Ellen White, No Calvinist                                                                   32

Adventists Not Alone                                                                         33

Andreasen’s Second Concern                                                                        33

QOD Trio’s Defense to Andreasen’s Charge                                               34

Misapplication of One Statement                                                       35

Again, the Larger View                                                                      36

Missing the Opportunity of a Century                                               36

Why Was Andreasen Upset?                                                             37

February 15, 1957 Letter                                                                   37

October 15, 1957 Letter                                                                    38

November 4, 1957 Letter                                                                  39

November 14, 1957 Letter                                                                39

December 2, 1957 Letter                                                                   40

January 5, 1958 Letter                                                                       40

January 19, 1958 Letter                                                                     41

January 31, 1958 Letter                                                                     41

September 1960 Letter                                                                      41

“Outright Deceit”                                                                              42

“The Highest Infamy”                                                                        43

Flash Points in Later Eternity Editorials                                            43

Barnhouse’s Eternity, September 1957 Editorial                              44

Martin’s Eternity, September 1957 Article                                       44

Barnhouse’s Eternity, November 1957 Editorial                               44

What If Barnhouse and Martin Read Annotated QOD?                   44

Adventist Professionals Not Asleep                                                  45

Telephone Conversation                                                                    45

Chief Issue: Connection Between Christology and Eschatology     46

Reality Check                                                                                     46

Hancock’s Research                                                                          46


VI.            Fifty Years of Muddle                                                   47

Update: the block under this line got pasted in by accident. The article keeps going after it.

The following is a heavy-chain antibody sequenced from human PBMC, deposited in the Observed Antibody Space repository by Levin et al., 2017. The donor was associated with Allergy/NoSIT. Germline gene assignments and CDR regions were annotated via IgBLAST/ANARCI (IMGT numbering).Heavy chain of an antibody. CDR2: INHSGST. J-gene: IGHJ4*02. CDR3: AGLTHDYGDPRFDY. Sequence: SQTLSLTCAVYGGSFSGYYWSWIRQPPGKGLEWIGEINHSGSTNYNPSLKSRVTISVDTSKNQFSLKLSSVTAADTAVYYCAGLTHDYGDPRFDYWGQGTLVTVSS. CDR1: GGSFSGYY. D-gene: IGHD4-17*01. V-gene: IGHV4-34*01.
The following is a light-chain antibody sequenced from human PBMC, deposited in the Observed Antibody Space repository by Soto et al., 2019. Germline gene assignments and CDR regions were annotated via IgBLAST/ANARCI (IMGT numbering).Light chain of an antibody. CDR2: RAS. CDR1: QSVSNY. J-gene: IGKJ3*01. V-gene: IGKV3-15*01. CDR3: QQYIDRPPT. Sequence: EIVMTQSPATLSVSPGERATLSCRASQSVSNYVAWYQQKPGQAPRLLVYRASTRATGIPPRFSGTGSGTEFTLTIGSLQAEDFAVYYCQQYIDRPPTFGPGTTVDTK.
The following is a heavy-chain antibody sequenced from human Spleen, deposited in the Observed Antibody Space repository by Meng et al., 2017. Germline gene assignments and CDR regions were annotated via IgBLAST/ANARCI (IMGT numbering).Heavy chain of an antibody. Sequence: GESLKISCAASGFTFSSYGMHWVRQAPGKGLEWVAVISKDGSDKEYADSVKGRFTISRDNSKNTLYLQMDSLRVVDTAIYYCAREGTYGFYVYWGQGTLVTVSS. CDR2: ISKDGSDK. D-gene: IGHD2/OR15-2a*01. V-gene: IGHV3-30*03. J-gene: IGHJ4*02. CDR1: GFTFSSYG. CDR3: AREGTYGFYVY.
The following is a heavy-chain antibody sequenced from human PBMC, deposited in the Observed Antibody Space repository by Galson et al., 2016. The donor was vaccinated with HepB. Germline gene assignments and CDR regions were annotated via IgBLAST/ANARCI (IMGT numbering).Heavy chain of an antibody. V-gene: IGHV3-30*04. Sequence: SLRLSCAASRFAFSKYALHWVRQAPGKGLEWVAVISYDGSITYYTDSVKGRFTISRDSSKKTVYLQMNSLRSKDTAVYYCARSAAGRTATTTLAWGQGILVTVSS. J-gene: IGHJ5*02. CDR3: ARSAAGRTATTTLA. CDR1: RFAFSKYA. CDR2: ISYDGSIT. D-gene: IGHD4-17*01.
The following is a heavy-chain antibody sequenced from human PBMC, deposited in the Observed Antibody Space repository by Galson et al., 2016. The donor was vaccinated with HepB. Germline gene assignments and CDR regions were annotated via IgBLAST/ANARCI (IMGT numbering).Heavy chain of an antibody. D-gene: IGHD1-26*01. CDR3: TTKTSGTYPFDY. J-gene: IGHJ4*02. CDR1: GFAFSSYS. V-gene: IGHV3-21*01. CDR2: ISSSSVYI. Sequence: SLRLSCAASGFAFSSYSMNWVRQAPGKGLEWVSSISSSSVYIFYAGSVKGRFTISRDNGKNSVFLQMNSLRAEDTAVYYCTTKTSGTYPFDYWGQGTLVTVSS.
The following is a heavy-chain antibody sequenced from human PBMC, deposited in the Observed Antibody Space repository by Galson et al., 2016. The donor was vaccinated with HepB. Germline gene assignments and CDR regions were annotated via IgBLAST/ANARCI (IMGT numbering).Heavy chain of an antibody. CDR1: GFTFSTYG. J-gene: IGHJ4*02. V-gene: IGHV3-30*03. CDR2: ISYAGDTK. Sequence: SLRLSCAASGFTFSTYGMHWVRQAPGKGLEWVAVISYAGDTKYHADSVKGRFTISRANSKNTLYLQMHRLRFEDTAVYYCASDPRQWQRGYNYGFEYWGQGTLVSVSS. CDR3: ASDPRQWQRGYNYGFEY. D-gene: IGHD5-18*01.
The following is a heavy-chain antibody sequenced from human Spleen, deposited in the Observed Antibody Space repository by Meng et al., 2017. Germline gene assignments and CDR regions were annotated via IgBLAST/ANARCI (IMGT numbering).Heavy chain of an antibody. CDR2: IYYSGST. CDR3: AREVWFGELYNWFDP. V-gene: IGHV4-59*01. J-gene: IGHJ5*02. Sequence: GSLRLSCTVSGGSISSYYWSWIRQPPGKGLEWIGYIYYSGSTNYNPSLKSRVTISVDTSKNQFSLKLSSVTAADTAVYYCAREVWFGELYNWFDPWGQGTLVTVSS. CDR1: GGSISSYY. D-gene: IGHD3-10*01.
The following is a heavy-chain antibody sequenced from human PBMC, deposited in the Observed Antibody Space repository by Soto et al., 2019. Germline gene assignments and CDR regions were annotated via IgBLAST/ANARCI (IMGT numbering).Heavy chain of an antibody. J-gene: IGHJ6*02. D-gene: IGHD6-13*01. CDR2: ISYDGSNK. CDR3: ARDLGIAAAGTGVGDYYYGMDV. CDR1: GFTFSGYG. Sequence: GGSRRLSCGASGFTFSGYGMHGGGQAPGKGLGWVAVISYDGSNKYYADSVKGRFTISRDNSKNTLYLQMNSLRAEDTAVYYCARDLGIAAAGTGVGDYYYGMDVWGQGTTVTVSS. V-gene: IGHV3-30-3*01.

Quick Overview of Adventist Disarray Since 1960                           47

Bull and Lockhart’s Analysis                                                             48

Edward Heppenstall, Chair, Systematic Theology                            48

Change of Emphasis in Nearness of Advent                                     49

Unity and Coherence in Andreasen’s Theological Paradigm            50

Theological Liberalism                                                                       50

QOD Magisterium                                                                             51

Opportunity of the Century, What ifs                                     51




The QOD earthquake—Attempted merger of two theological tectonic plates


I.                  Early Warning Signs


George Knight spoke for many in his usual fresh way when he wrote that QOD became the most divisive book

in the Adventist world over the last 50 years.[1] Many believe that denomination confusion

ever since has been a devastating price to pay for the theological detour.[2] Those who think

other wise have been in a historic/theologic coma.


My limited assignment was to answer two questions: What happened and Why!


The fundamental problem in 1955-7 was that the participants unwittingly tried to merge two

different theological systems without realizing all of its ramifications. When Adventists try to

overlay their theology on the Evangelical grid, warning lights, buzzers, etc., should be

going off—many areas simply won’t fit. Neither the Evangelicals nor the Adventists

seemed to see some of the basic doctrines that created this Grand Canyon between Calvinism

and the Adventist form of Arminianism.[3]


From another perspective, Adventists did not realize that they had certain aspects of their tectonic plate that couldn’t merge with the Calvinist tectonic plate.  In the attempt to close that difference, a theological earthquake jarred both worlds—and the debris of the resulting volcano is still settling down today.[4]